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Lost in translation

7 April 2016 By Reynolds Holding

MetLife’s designation as too big to fail was doomed by regulatory double-talk. A U.S. judge tossed a decision to label the insurer a systemically important financial institution – or SIFI – essentially because the Financial Stability Oversight Council couldn’t keep its story straight. The watchdog claimed it both had and hadn’t changed its policies, prompting a ruling that it acted arbitrarily. That’s a tough one to argue with.

Granted, FSOC didn’t have much to go on when the Dodd-Frank Act charged it with determining whether insurers and other non-banks were SIFIs. It did, however, gin up some criteria for measuring how likely it was that an institution could fail and how a failure would affect the financial system. In a largely mysterious process, the council determined in 2014 that MetLife qualified.

America’s largest life insurer challenged the designation, and last month, U.S. District Judge Rosemary Collyer ruled in its favor. She waited until Thursday, though, to release her opinion.

It’s a whopper. FSOC “made critical departures” from some of its own standards, Collyer wrote, but didn’t explain the changes – or even admit they occurred.

For starters, the regulator seems never to have considered how likely it was that MetLife would fail. FSOC initially denied that its rules required such a determination, but then claimed it had explained to MetLIfe why those rules had been altered. The judge pointed out the inconsistency in the two positions.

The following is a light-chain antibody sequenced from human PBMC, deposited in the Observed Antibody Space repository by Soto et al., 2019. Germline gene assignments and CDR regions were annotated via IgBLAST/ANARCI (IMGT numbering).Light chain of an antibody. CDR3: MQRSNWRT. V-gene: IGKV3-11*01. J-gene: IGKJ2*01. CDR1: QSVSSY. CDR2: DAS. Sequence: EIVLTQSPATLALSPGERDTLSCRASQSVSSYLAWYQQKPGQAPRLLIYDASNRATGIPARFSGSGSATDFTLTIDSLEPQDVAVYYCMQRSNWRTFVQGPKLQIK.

FSOC did determine that MetLife’s collapse would ripple through the financial system, causing serious harm. But there was no attempt to measure the potential damage. “These kinds of assumptions pervade the analysis,” Collyer wrote. Any MetLife insolvency was “summarily deemed grave enough to damage the economy.”

Finally, FSOC did not consider how much a designation would cost the insurer. SIFIs must hold more capital and comply with other strict rules. Despite the regulator’s arguments to the contrary, the judge held that the law required those burdens to be taken into account.

U.S. Treasury Secretary Jack Lew said on Thursday that Collyer had “imposed new requirements that Congress never enacted.” An appeal seems likely. Further legal proceedings might actually benefit the financial world by shedding more light on the SIFI process. Whatever the case’s outcome, though, FSOC seems to have talked itself into a difficult spot.

 

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